• Centre stage

    Jan Hnizdo, MD of Teraco Data Environments, on the company entering its third growth phase and becoming Africa’s content and cloud hub

    Centre stage

    We live in a world where downtime, failures and even split-second delays have become unbearable. Equally crucial to our existence, particularly those in the commercial, industrial and scientific sectors, is being able to access and send information in real-time, given that these sectors are being challenged by ever-more aggressive competitors and demanding customers and users. The fact is, data has become more precious than gold. It is, in fact, one of the most potent forms of property ownership, even for Joe Public, who has become a global citizen through streams of open platforms that allow photographs to be posted, comments to be shared, news to be spread.

    Technology has introduced us to faster computing speeds; better internet connectivity – and now, with access to high-quality, readily available IT through fibre, submarine cables and the cloud, IT is without doubt the lifeblood of business today. And the cloud is the most significant technology game changer to date.

    This is undoubtedly true for Teraco Data Environments, which is now experiencing its third wave of growth, on the back of extensive migration by enterprises to the cloud. Jan Hnizdo, MD of Teraco, describes the organisation as a builder and operator of co-location data centres, the meaning of which becomes more evident as Hnizdo explains the origins of data centres. ‘Before the cloud existed, organisations ran their IT operations off server infrastructure, usually housed in their own data centres and managed by IT teams who would be required to ensure updates as needs demanded or as the IT landscape changed. ‘Teraco entered the market as a “neutral vendor” and co-location data-centre provider in 2008. Instead of organisations having to support their own data centres, they could now rent space for their servers, switches and other computing hardware from Teraco.’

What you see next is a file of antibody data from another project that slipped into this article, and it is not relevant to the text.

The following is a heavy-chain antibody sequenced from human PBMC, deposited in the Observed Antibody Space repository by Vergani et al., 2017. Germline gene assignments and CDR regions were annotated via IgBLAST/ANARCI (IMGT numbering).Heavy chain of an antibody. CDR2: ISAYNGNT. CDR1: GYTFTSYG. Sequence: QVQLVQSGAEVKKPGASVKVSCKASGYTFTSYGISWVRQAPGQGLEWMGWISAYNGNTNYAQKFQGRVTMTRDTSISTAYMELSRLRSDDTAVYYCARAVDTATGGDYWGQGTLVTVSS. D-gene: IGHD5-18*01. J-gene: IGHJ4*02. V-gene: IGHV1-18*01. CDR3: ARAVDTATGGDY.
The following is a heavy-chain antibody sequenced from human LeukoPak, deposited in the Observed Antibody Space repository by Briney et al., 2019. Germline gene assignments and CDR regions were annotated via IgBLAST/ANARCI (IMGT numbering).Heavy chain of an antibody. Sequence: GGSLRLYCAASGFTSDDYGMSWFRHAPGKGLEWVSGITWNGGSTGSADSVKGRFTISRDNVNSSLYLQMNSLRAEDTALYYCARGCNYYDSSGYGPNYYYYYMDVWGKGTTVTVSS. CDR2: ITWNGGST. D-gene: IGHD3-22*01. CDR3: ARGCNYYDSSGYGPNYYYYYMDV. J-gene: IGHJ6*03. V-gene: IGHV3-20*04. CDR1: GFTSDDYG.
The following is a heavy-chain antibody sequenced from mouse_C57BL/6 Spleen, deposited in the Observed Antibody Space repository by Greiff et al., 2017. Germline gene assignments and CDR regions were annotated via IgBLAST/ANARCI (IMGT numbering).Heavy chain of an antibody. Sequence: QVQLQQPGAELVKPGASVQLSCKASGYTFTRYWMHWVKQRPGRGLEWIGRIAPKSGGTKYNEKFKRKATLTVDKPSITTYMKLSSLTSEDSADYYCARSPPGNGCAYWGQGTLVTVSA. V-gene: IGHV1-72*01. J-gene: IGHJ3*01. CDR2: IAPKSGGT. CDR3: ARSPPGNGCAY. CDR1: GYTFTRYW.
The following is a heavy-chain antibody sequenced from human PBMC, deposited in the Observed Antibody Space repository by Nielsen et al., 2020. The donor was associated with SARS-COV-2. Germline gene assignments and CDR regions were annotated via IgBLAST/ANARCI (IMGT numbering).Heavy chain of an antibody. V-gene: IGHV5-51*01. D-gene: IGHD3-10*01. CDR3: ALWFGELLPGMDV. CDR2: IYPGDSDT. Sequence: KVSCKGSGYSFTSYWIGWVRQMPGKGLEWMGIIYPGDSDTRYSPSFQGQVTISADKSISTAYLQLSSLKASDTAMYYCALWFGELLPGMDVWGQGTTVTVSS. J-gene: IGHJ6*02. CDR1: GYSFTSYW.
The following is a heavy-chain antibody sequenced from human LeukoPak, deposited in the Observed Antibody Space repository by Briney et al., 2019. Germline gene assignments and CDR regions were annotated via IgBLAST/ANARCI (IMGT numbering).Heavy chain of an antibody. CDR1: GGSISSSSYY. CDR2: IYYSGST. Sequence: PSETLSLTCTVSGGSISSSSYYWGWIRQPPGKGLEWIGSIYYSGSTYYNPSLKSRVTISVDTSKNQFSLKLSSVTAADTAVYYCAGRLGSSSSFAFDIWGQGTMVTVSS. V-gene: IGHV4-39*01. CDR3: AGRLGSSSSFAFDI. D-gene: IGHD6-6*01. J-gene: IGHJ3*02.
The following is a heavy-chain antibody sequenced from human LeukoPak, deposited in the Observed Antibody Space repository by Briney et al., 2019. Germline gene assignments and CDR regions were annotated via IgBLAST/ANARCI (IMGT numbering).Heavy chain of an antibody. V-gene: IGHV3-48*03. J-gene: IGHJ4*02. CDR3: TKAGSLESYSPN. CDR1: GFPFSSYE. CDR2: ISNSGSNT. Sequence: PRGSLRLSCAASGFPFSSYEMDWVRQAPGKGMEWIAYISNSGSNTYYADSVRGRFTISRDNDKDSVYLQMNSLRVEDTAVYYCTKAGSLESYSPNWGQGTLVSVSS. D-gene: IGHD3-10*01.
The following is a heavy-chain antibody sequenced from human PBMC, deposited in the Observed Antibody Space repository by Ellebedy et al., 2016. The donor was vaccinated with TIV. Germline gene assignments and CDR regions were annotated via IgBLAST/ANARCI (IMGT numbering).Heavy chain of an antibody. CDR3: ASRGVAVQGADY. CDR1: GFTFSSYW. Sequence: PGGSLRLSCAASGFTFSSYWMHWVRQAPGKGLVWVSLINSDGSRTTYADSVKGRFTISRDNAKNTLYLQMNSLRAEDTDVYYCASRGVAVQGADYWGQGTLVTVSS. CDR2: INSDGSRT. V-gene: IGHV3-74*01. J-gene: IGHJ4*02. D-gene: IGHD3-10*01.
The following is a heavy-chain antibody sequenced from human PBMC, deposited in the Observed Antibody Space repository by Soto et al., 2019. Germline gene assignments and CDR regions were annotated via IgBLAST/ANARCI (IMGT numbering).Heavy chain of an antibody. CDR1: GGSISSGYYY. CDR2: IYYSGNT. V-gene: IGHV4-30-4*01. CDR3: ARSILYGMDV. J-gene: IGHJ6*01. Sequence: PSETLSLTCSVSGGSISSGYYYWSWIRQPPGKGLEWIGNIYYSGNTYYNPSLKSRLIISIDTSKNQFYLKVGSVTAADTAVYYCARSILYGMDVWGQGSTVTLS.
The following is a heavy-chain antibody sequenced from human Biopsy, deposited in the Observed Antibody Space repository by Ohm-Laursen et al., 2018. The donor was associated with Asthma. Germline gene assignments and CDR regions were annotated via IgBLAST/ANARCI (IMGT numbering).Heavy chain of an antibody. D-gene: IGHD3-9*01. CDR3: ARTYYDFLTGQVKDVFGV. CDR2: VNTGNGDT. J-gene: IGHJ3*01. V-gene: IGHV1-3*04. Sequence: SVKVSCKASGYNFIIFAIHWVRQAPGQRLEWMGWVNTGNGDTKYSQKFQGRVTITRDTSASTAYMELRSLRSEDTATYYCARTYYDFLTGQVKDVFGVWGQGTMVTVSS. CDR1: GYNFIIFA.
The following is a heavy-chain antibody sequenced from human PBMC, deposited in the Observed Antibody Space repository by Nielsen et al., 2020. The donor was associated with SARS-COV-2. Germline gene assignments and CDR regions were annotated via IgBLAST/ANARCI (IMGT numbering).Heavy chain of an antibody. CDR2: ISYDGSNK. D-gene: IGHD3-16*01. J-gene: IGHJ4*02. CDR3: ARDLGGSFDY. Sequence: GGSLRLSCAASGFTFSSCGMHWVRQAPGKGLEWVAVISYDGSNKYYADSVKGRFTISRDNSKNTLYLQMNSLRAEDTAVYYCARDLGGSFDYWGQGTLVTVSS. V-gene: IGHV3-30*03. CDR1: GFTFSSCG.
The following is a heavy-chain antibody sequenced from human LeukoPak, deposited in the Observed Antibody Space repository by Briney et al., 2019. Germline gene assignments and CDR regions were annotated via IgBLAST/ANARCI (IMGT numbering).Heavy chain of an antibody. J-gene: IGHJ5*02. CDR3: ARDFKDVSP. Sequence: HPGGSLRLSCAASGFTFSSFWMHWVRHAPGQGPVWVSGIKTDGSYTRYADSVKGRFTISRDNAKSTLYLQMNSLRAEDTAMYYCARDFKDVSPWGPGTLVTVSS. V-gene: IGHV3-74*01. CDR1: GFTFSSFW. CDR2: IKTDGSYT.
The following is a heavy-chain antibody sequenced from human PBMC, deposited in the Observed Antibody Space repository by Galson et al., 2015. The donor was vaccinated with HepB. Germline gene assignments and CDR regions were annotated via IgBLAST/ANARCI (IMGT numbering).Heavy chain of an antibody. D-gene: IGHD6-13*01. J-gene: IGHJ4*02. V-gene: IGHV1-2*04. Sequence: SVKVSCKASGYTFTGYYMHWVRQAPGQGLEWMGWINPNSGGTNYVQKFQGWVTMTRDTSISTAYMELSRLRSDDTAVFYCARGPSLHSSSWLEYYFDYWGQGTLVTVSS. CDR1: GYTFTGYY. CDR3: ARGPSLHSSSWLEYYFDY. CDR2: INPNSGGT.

Teraco’s entry coincided with the liberalisation of the telecoms environment in South Africa. The Independent Communications Authority of South Africa had begun to issue telco licences on an unrestricted basis. ‘Overnight the telco landscape was flooded with hundreds of applications and the sector started to flourish,’ says Hnizdo. ‘Our niche opportunity was that we were then, and still are today, the only vendor-neutral data centre provider in South Africa, able to provide data-centre services that do not conflict with those of any of our clients. This neutrality enabled us to become the meeting point for all telcos to interconnect with one another, a situation that they were previously unable to do given the competition among them.’

    Today more than 200 telco operators and 50 cloud and content providers are deployed in Teraco, which has a client base of more than 500. Consider that through this mix, there are some 15 000 interconnections, across 20 000 m2 of data-centre floor space, in four locations – one each in Cape Town and Durban and two in Johannesburg – provisioned with 100 MVA of utility power and erected at a cost of more than ZAR3 billion.

    After Teraco’s welcome entry, a second growth phase developed when content providers such as Amazon, Facebook, Google, Microsoft and Netflix deployed their content-delivery nodes in South Africa. A content-delivery node is a system of distributed servers that delivers pages and other web content to a user, based on the user’s geographic location. This service is effective in speeding up the delivery of content from websites with high traffic and global reach. The closer the node is geographically to the user, the faster the content will be delivered. ‘Teraco was attractive to cloud and content providers as a node-deployment location, not only because of our proven technical abilities and service levels but because of the “open access platform” we could provide,’ says Hnizdo, meaning they could achieve maximum distribution from their nodes by deploying through Teraco instead of in an individual telco provider’s data centres.